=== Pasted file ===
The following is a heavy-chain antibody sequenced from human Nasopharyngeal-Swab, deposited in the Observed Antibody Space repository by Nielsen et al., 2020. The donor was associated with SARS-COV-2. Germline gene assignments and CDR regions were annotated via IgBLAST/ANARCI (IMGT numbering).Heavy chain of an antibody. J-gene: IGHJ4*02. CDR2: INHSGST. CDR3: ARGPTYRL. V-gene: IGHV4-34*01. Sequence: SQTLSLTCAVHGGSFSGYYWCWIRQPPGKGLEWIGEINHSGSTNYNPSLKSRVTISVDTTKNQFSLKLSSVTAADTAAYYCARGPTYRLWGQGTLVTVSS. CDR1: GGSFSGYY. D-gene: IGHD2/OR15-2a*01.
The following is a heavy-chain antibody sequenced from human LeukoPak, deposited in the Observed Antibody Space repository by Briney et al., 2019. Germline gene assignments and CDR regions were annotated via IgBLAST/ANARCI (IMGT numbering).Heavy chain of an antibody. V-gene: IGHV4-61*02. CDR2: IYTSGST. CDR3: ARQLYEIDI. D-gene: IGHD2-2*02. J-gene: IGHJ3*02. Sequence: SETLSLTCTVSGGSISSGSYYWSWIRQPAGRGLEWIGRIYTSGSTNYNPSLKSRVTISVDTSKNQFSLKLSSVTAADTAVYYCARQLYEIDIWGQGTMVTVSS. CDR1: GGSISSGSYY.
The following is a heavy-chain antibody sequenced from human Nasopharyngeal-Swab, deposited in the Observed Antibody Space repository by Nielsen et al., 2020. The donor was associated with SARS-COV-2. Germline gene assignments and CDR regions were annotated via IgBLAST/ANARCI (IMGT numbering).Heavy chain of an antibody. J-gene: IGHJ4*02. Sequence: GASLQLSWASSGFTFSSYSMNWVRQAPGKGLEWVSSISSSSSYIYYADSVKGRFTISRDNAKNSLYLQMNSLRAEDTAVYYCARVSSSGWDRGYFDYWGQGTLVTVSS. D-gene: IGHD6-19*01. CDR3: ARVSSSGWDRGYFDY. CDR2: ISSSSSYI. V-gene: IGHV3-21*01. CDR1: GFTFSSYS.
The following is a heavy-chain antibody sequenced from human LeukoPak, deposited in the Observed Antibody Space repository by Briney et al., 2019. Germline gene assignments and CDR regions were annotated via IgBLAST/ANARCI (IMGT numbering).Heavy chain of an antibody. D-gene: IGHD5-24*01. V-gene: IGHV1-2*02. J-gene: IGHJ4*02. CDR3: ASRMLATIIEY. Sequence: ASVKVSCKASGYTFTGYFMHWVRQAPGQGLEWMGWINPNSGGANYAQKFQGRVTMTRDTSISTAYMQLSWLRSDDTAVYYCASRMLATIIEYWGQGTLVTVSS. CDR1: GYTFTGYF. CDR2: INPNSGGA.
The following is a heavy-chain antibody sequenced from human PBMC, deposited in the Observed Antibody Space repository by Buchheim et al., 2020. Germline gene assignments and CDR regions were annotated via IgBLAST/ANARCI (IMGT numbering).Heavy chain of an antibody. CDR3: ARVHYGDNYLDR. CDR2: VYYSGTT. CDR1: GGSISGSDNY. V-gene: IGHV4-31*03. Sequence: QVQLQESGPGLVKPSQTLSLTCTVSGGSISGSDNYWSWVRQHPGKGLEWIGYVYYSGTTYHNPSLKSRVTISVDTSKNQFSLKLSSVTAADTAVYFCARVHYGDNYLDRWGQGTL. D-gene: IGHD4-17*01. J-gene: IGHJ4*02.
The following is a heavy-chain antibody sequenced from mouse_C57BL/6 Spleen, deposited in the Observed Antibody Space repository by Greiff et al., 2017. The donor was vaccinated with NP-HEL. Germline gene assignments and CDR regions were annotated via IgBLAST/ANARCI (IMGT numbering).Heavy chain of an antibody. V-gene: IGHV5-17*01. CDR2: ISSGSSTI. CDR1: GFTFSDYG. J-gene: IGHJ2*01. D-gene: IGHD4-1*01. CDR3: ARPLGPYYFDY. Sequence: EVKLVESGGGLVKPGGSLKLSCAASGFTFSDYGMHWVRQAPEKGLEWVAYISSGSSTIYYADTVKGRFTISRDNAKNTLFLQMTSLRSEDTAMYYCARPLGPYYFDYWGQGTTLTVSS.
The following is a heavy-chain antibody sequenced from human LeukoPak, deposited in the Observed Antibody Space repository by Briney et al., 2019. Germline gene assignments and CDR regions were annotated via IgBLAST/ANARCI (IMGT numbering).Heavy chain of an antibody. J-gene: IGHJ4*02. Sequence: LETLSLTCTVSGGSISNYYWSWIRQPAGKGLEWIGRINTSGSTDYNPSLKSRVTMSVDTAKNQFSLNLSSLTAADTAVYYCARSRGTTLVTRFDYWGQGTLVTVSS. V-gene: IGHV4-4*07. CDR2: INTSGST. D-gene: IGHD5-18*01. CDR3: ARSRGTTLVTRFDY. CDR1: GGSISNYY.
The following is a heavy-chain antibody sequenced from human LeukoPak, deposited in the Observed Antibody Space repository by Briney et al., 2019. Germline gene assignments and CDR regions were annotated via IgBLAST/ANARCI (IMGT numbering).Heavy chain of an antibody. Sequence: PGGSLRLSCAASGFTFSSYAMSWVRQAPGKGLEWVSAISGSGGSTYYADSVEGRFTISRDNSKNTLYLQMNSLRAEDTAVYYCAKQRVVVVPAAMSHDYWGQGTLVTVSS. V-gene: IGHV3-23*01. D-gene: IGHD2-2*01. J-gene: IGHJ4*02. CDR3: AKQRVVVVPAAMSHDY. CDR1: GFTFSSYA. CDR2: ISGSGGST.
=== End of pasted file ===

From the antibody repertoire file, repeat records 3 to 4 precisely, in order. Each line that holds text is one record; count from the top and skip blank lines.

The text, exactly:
The following is a heavy-chain antibody sequenced from human Nasopharyngeal-Swab, deposited in the Observed Antibody Space repository by Nielsen et al., 2020. The donor was associated with SARS-COV-2. Germline gene assignments and CDR regions were annotated via IgBLAST/ANARCI (IMGT numbering).Heavy chain of an antibody. J-gene: IGHJ4*02. Sequence: GASLQLSWASSGFTFSSYSMNWVRQAPGKGLEWVSSISSSSSYIYYADSVKGRFTISRDNAKNSLYLQMNSLRAEDTAVYYCARVSSSGWDRGYFDYWGQGTLVTVSS. D-gene: IGHD6-19*01. CDR3: ARVSSSGWDRGYFDY. CDR2: ISSSSSYI. V-gene: IGHV3-21*01. CDR1: GFTFSSYS.
The following is a heavy-chain antibody sequenced from human LeukoPak, deposited in the Observed Antibody Space repository by Briney et al., 2019. Germline gene assignments and CDR regions were annotated via IgBLAST/ANARCI (IMGT numbering).Heavy chain of an antibody. D-gene: IGHD5-24*01. V-gene: IGHV1-2*02. J-gene: IGHJ4*02. CDR3: ASRMLATIIEY. Sequence: ASVKVSCKASGYTFTGYFMHWVRQAPGQGLEWMGWINPNSGGANYAQKFQGRVTMTRDTSISTAYMQLSWLRSDDTAVYYCASRMLATIIEYWGQGTLVTVSS. CDR1: GYTFTGYF. CDR2: INPNSGGA.